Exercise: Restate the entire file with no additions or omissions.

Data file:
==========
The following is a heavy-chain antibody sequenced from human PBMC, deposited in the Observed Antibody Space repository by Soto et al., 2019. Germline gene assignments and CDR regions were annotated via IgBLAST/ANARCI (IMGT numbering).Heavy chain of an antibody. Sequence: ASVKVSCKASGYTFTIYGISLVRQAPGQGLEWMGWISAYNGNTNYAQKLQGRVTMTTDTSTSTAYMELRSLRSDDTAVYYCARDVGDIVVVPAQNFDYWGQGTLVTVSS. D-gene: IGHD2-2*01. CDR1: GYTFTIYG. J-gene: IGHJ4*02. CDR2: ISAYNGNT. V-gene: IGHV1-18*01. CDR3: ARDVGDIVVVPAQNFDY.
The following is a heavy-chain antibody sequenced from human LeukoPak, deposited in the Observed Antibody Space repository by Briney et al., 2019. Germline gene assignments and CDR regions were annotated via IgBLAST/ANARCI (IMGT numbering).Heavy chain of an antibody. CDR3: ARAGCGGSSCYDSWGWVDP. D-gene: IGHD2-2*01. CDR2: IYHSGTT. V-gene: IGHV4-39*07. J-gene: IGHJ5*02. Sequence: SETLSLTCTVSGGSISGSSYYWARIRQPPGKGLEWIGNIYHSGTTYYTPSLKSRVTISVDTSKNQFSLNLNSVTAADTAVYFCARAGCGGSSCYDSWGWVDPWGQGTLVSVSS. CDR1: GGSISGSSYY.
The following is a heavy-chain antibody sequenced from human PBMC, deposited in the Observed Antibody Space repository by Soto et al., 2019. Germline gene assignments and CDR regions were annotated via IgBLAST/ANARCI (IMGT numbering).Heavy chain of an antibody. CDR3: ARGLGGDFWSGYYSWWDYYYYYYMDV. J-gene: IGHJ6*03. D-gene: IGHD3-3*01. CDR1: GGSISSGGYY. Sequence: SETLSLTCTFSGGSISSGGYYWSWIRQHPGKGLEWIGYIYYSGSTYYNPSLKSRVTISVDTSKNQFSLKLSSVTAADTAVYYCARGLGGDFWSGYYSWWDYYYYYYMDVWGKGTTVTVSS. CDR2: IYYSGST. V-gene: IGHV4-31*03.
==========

The following is a heavy-chain antibody sequenced from human PBMC, deposited in the Observed Antibody Space repository by Soto et al., 2019. Germline gene assignments and CDR regions were annotated via IgBLAST/ANARCI (IMGT numbering).Heavy chain of an antibody. Sequence: ASVKVSCKASGYTFTIYGISLVRQAPGQGLEWMGWISAYNGNTNYAQKLQGRVTMTTDTSTSTAYMELRSLRSDDTAVYYCARDVGDIVVVPAQNFDYWGQGTLVTVSS. D-gene: IGHD2-2*01. CDR1: GYTFTIYG. J-gene: IGHJ4*02. CDR2: ISAYNGNT. V-gene: IGHV1-18*01. CDR3: ARDVGDIVVVPAQNFDY.
The following is a heavy-chain antibody sequenced from human LeukoPak, deposited in the Observed Antibody Space repository by Briney et al., 2019. Germline gene assignments and CDR regions were annotated via IgBLAST/ANARCI (IMGT numbering).Heavy chain of an antibody. CDR3: ARAGCGGSSCYDSWGWVDP. D-gene: IGHD2-2*01. CDR2: IYHSGTT. V-gene: IGHV4-39*07. J-gene: IGHJ5*02. Sequence: SETLSLTCTVSGGSISGSSYYWARIRQPPGKGLEWIGNIYHSGTTYYTPSLKSRVTISVDTSKNQFSLNLNSVTAADTAVYFCARAGCGGSSCYDSWGWVDPWGQGTLVSVSS. CDR1: GGSISGSSYY.
The following is a heavy-chain antibody sequenced from human PBMC, deposited in the Observed Antibody Space repository by Soto et al., 2019. Germline gene assignments and CDR regions were annotated via IgBLAST/ANARCI (IMGT numbering).Heavy chain of an antibody. CDR3: ARGLGGDFWSGYYSWWDYYYYYYMDV. J-gene: IGHJ6*03. D-gene: IGHD3-3*01. CDR1: GGSISSGGYY. Sequence: SETLSLTCTFSGGSISSGGYYWSWIRQHPGKGLEWIGYIYYSGSTYYNPSLKSRVTISVDTSKNQFSLKLSSVTAADTAVYYCARGLGGDFWSGYYSWWDYYYYYYMDVWGKGTTVTVSS. CDR2: IYYSGST. V-gene: IGHV4-31*03.